Carrieton is situated in the broad valley formed by the Oladdie Hills and The Horseshoe, an imposing geological feature to the west of the town.

The first buildings here grew up around a well sunk by early pastoralist Alexander Grant on the Yanyarrie run, then part of Coonatto station.

An eating house set up nearby, and teamsters would stop off here on the dray route between Burra and Blinman. Next was a post office and general store. This little settlement was known as Yanyarrie Whim.

When a township was surveyed (1879) here as part of the great wheat drive, it was named Carrieton, after a daughter of Governor Jervois. Carrieton soon had two hotels, three churches, two schools, an Institute, a [loce station and courhouse and a post and telegraph office.  Many skilled tradesmen worked here, and there was even a doctor, a chemist and an accountant.

Carrieton was on the railway line from Peterborough going north, and this helped it to survive longer than other townships created around the same time.

Droughts hit hard here. As farmers quit the land, the businesses that supplied them closed down too.  For example, David Davies employed over thirty men in his implement and coach-building business at the end of the nineteenth century. When he quit Carrieton in 1904 after years of drought, his workforce had fallen to three.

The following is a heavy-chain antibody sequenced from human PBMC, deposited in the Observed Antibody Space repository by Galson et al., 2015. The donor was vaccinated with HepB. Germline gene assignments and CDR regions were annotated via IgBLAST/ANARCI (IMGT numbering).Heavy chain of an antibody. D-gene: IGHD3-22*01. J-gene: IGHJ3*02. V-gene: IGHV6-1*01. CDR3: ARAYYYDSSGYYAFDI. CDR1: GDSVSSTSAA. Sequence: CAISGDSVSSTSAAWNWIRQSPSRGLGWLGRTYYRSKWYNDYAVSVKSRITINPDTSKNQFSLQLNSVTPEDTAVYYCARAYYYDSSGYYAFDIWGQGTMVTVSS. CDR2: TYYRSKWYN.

Carrieton’s population is now less than 100.


  • District Council of Orroroo Carrieton
  • Barker, S, M M McCaskill and B Ward, eds. c.2005 Explore the Flinders Ranges. Royal Geographical Society of Australasia (S.A Branch).
  • Flinders Ranges Research –
  • Nicol, Stuart 1998 Flinders Ranges and the Mid North . Adelaide. Royal Automobile Association of South Australia.